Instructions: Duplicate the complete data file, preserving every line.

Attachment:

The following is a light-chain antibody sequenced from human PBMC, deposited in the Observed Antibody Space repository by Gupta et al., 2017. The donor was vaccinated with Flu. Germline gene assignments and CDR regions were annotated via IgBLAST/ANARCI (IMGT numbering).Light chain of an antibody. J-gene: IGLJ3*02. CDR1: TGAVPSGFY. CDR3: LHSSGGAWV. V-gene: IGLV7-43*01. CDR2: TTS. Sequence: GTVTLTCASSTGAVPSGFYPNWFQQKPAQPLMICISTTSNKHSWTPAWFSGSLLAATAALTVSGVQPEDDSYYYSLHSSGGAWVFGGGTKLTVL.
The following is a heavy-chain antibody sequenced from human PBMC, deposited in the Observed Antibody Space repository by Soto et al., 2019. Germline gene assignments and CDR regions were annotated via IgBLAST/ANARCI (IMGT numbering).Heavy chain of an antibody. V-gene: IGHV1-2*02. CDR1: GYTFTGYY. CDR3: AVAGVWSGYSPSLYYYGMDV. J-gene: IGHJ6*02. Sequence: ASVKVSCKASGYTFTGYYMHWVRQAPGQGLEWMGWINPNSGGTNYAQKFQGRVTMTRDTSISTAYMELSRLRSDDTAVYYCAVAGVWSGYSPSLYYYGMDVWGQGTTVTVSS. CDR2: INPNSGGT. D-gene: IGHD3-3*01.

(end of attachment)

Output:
The following is a light-chain antibody sequenced from human PBMC, deposited in the Observed Antibody Space repository by Gupta et al., 2017. The donor was vaccinated with Flu. Germline gene assignments and CDR regions were annotated via IgBLAST/ANARCI (IMGT numbering).Light chain of an antibody. J-gene: IGLJ3*02. CDR1: TGAVPSGFY. CDR3: LHSSGGAWV. V-gene: IGLV7-43*01. CDR2: TTS. Sequence: GTVTLTCASSTGAVPSGFYPNWFQQKPAQPLMICISTTSNKHSWTPAWFSGSLLAATAALTVSGVQPEDDSYYYSLHSSGGAWVFGGGTKLTVL.
The following is a heavy-chain antibody sequenced from human PBMC, deposited in the Observed Antibody Space repository by Soto et al., 2019. Germline gene assignments and CDR regions were annotated via IgBLAST/ANARCI (IMGT numbering).Heavy chain of an antibody. V-gene: IGHV1-2*02. CDR1: GYTFTGYY. CDR3: AVAGVWSGYSPSLYYYGMDV. J-gene: IGHJ6*02. Sequence: ASVKVSCKASGYTFTGYYMHWVRQAPGQGLEWMGWINPNSGGTNYAQKFQGRVTMTRDTSISTAYMELSRLRSDDTAVYYCAVAGVWSGYSPSLYYYGMDVWGQGTTVTVSS. CDR2: INPNSGGT. D-gene: IGHD3-3*01.